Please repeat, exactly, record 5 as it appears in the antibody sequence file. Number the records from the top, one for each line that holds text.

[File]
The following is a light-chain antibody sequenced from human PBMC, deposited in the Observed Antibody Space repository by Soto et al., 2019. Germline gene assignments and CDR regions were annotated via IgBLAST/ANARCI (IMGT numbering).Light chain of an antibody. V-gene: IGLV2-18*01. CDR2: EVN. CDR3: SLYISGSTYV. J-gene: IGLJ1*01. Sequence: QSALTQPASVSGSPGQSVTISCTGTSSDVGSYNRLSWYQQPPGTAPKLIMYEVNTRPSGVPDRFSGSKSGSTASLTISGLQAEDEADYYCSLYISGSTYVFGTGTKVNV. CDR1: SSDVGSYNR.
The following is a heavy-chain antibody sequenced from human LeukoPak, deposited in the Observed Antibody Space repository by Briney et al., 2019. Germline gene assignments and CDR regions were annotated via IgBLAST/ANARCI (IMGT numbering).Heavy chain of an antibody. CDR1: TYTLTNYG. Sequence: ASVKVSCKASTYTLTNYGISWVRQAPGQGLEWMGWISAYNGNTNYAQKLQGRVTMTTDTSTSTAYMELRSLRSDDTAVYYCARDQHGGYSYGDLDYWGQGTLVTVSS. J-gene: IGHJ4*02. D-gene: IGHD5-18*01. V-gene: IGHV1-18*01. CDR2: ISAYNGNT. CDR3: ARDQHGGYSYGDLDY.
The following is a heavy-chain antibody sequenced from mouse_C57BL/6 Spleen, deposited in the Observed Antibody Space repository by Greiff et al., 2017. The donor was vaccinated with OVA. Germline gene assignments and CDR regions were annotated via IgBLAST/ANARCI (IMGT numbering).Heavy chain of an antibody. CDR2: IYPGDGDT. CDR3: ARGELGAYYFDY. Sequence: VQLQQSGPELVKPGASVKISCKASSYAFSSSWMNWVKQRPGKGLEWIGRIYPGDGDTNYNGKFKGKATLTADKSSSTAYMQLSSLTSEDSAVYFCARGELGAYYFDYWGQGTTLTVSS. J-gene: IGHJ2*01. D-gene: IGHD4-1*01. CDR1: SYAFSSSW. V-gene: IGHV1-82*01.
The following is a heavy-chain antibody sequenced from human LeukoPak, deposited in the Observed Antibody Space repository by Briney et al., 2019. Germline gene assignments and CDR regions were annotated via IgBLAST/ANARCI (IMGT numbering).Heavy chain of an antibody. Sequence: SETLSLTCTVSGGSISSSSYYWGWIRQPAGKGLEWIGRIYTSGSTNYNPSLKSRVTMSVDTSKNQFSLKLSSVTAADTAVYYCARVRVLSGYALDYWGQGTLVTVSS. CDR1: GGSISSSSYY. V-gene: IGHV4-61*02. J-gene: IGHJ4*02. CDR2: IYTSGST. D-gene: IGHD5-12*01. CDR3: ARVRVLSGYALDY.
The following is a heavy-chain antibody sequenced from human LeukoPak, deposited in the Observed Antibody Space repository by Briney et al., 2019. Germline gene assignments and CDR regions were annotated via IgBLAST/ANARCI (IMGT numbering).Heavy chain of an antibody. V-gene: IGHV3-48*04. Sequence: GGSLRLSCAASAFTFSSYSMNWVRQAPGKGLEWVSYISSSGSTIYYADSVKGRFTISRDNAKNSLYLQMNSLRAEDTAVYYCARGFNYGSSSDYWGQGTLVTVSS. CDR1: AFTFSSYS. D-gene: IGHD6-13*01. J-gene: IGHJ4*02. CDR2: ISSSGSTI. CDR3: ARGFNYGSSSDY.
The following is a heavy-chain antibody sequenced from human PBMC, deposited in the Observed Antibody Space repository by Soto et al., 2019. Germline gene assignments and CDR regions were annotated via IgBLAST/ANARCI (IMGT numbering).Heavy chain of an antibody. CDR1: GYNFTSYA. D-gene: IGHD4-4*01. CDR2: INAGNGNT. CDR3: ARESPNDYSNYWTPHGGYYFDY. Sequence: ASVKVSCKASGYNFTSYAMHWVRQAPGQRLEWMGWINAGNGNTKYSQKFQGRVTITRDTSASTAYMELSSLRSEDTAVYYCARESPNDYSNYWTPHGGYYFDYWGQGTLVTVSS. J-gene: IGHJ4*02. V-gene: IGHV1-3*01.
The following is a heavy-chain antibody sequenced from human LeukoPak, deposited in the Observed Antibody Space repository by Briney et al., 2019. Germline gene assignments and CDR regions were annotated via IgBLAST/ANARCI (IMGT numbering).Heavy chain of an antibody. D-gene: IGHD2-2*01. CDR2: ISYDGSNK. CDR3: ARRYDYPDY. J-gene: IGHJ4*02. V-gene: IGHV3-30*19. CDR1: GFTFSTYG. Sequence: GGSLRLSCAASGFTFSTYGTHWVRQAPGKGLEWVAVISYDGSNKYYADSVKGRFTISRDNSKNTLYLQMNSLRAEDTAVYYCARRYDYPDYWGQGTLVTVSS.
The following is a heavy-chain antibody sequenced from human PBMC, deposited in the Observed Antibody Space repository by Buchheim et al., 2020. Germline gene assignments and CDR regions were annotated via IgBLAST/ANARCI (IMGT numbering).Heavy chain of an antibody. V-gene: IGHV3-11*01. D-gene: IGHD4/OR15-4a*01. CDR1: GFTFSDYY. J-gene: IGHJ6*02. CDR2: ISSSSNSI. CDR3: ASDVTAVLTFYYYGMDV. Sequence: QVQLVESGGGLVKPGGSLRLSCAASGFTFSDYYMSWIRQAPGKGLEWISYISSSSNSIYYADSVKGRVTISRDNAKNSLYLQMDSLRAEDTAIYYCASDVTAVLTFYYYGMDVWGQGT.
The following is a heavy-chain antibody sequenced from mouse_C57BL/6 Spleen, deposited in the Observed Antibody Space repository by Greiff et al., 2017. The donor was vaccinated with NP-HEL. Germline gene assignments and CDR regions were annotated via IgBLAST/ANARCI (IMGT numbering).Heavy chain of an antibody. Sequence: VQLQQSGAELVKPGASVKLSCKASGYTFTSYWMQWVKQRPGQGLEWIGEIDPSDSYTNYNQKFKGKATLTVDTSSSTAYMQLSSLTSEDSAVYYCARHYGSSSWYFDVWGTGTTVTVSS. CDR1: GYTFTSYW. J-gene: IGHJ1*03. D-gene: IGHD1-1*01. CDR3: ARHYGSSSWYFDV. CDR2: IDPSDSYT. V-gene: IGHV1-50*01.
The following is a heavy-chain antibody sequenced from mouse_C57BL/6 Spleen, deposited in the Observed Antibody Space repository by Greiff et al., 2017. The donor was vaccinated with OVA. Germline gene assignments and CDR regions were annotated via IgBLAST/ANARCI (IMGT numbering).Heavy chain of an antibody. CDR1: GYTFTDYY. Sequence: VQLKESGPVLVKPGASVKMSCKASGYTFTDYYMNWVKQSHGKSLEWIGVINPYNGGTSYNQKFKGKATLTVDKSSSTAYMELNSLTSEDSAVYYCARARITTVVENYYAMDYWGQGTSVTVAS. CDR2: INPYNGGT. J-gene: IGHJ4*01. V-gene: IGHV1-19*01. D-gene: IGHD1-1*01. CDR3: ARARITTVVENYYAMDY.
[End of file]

The following is a heavy-chain antibody sequenced from human LeukoPak, deposited in the Observed Antibody Space repository by Briney et al., 2019. Germline gene assignments and CDR regions were annotated via IgBLAST/ANARCI (IMGT numbering).Heavy chain of an antibody. V-gene: IGHV3-48*04. Sequence: GGSLRLSCAASAFTFSSYSMNWVRQAPGKGLEWVSYISSSGSTIYYADSVKGRFTISRDNAKNSLYLQMNSLRAEDTAVYYCARGFNYGSSSDYWGQGTLVTVSS. CDR1: AFTFSSYS. D-gene: IGHD6-13*01. J-gene: IGHJ4*02. CDR2: ISSSGSTI. CDR3: ARGFNYGSSSDY.